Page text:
His stomach growled. Scurrying past a dead tree, he heard moaning. He peered into a large fissure and saw a beautiful hamadryad who reached for him. As their fingertips brushed, she collapsed, turning into a pile of acorns. Sadness gave way to gratitude as the starving squirrel stuffed his cheeks.
A hamadryad, according to Greek mythology, is a nymph that lives in the forest. Bonded to a certain tree, the hamadryad dies along with the tree.
With each passing day our life seems to be getting more and more complicated. Most of our complications in life come from wanting too many things in too little time. But there is no need to complicate your life. There are so many things you can do in a single day. You can only push yourself to a certain limit everyday. So Don’t Hurry. Do what you can and leave the rest for tomorrow.
Everything suffers when you do them in a hurry – your quality of work , your relationship , your inner peace . Everything.
There is a unique beauty in simplicity. you should enjoy what you have and be happy and satisfied with it.
There is nothing to be chased,no goals to be attained, no regrets to be met. Let your worries fade away…
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June spent the night on the floral patterned carpet while I stayed underneath; we met again while pasted to the wall under a William Morris wallpaper (to be honest I thought it was too intricate and was quite pleased when the council added double yellow lines even though we can no longer stand in front without getting a ticket). I had to rush to town like a Casey Jones shopping trolley and then June and I went to the city we had previously likened to a medieval mouth: two strangers played rhythm and blues on its medieval tongue while I spied on all the figures below through its equally old eye - I was surprised to find that one of the figures was June herself, looking like she had been spread over a cobbled street and then burnished to a soft sheen.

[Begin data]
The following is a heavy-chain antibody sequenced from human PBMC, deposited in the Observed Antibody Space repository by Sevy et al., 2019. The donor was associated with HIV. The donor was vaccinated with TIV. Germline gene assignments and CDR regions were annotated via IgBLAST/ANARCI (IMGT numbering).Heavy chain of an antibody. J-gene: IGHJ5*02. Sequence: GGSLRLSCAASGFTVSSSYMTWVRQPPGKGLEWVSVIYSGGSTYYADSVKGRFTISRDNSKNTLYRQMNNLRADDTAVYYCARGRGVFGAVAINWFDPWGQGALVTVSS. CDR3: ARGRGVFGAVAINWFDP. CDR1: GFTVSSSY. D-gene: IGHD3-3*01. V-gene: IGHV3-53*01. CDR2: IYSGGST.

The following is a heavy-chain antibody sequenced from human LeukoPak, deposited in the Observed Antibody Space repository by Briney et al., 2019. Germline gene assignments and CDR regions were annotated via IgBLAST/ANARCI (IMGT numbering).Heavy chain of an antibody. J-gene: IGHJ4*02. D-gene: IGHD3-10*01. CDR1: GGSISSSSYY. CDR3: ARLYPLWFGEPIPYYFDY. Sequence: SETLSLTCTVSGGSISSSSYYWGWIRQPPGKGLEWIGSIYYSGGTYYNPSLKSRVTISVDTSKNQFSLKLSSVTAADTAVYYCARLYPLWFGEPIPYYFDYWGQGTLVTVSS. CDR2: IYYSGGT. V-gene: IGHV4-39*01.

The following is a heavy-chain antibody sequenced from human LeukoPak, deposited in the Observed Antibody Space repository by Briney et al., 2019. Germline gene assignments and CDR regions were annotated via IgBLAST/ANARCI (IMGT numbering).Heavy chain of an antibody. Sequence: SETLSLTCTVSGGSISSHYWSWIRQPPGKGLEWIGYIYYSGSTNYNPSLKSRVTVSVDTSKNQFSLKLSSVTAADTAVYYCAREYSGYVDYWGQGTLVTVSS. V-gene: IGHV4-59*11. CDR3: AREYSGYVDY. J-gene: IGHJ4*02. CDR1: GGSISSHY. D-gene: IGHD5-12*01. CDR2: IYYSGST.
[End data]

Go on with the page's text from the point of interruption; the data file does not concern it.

iPhoneOgraphy – 04 Aug 2016 (Day 217/366)
The abacus (plural abaci or abacuses), also called a counting frame, is a calculating tool that was in use in Europe, China and Russia, centuries before the adoption of the written Hindu-Arabic numeral system and is still used by merchants, traders and clerks in some parts of Eastern Europe, Russia, China and Africa. Today, abaci are often constructed as a bamboo frame with beads sliding on wires, but originally they were beans or stones moved in grooves in sand or on tablets of wood, stone, or metal.
The use of the word abacus dates before 1387 AD, when a Middle English work borrowed the word from Latin to describe a sandboard abacus. The Latin word came from Greek abax which means something without base, and improperly, any piece of rectangular board or plank. Alternatively, without reference to ancient texts on etymology, it has…
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